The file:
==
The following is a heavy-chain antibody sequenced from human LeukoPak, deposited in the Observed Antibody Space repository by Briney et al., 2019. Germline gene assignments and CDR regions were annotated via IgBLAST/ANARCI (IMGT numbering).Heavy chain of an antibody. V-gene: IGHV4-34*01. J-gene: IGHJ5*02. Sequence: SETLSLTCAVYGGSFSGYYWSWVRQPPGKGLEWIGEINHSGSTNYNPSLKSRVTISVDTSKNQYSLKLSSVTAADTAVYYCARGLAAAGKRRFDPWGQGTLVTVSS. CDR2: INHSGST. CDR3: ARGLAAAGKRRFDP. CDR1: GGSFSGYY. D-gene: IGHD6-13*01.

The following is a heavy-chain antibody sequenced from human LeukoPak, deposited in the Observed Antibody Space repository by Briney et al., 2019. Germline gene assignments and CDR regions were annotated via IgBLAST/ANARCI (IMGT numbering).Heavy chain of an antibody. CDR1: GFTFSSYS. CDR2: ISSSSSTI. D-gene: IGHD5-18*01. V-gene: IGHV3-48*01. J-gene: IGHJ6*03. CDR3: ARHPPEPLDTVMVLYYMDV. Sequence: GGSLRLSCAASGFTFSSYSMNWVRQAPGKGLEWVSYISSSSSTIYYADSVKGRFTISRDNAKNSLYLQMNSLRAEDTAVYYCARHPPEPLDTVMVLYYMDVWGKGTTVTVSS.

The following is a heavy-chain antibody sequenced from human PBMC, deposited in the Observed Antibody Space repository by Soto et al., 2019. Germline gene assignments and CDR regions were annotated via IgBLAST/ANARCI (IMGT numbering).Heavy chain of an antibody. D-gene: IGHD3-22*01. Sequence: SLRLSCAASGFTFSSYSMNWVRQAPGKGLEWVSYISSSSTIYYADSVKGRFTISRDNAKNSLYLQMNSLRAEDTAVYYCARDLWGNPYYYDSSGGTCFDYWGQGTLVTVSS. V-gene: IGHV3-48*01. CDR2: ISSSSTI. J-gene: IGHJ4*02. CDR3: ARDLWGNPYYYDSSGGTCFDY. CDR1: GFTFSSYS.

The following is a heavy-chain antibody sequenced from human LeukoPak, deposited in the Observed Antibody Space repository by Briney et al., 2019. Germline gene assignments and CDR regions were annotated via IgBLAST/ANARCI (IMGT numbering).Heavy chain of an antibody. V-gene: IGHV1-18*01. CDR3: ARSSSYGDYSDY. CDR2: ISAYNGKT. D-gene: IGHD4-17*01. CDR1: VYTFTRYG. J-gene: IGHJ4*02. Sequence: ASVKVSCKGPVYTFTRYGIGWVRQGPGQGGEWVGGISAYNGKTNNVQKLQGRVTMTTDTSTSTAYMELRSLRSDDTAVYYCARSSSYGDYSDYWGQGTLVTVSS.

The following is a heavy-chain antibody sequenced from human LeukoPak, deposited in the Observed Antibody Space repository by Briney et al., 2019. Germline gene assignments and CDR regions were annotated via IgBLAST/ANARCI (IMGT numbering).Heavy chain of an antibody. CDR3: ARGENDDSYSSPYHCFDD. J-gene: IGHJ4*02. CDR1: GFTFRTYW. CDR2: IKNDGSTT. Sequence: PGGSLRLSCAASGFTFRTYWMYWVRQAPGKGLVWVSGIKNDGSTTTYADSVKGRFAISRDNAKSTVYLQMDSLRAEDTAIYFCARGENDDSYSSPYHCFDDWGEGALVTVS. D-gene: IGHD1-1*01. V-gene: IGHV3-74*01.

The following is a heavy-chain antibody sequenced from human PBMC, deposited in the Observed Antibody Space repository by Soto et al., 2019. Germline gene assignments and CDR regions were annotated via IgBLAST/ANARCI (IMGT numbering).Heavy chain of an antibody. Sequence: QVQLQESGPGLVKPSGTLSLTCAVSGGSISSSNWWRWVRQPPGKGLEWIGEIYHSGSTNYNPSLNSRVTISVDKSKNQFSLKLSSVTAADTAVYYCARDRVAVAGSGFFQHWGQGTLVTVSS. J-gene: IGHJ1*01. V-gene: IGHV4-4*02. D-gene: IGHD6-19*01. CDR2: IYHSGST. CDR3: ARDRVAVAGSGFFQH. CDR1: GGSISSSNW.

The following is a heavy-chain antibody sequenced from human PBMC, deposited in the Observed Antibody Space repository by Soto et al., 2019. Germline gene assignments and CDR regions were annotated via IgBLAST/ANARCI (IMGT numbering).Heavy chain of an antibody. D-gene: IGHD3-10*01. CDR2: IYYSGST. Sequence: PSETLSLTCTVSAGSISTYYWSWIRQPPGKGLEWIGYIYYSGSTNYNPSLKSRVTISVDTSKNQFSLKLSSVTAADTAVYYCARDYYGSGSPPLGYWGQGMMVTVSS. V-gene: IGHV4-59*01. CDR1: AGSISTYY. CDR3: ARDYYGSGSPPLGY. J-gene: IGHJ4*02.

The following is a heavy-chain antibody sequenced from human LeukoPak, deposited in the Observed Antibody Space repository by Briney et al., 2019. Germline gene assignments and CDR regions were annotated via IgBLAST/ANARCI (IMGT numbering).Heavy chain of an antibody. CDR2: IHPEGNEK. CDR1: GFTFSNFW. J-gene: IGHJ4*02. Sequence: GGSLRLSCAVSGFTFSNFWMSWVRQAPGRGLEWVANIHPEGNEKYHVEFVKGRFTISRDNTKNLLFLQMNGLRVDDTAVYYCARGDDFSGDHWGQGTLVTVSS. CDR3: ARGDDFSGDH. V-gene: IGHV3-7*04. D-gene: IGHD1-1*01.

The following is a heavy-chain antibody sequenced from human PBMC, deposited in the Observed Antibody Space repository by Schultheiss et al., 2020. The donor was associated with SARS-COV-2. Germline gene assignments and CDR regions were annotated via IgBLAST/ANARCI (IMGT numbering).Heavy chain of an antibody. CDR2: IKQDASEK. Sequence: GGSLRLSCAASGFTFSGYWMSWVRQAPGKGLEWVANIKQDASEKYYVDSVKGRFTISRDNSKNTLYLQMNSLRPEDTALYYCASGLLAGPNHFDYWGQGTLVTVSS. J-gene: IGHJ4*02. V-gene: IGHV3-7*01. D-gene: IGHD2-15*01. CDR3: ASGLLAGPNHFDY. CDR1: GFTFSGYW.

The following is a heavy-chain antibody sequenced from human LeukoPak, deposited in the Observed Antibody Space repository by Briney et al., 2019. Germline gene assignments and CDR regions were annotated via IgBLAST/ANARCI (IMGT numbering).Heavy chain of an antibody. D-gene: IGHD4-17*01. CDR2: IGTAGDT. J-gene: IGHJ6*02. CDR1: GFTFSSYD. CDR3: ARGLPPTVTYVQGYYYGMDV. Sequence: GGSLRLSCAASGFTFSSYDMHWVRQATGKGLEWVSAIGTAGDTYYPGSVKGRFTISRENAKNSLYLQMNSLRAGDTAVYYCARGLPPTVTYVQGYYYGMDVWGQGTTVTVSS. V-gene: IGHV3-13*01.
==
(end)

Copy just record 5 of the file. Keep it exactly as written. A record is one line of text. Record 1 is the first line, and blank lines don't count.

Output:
The following is a heavy-chain antibody sequenced from human LeukoPak, deposited in the Observed Antibody Space repository by Briney et al., 2019. Germline gene assignments and CDR regions were annotated via IgBLAST/ANARCI (IMGT numbering).Heavy chain of an antibody. CDR3: ARGENDDSYSSPYHCFDD. J-gene: IGHJ4*02. CDR1: GFTFRTYW. CDR2: IKNDGSTT. Sequence: PGGSLRLSCAASGFTFRTYWMYWVRQAPGKGLVWVSGIKNDGSTTTYADSVKGRFAISRDNAKSTVYLQMDSLRAEDTAIYFCARGENDDSYSSPYHCFDDWGEGALVTVS. D-gene: IGHD1-1*01. V-gene: IGHV3-74*01.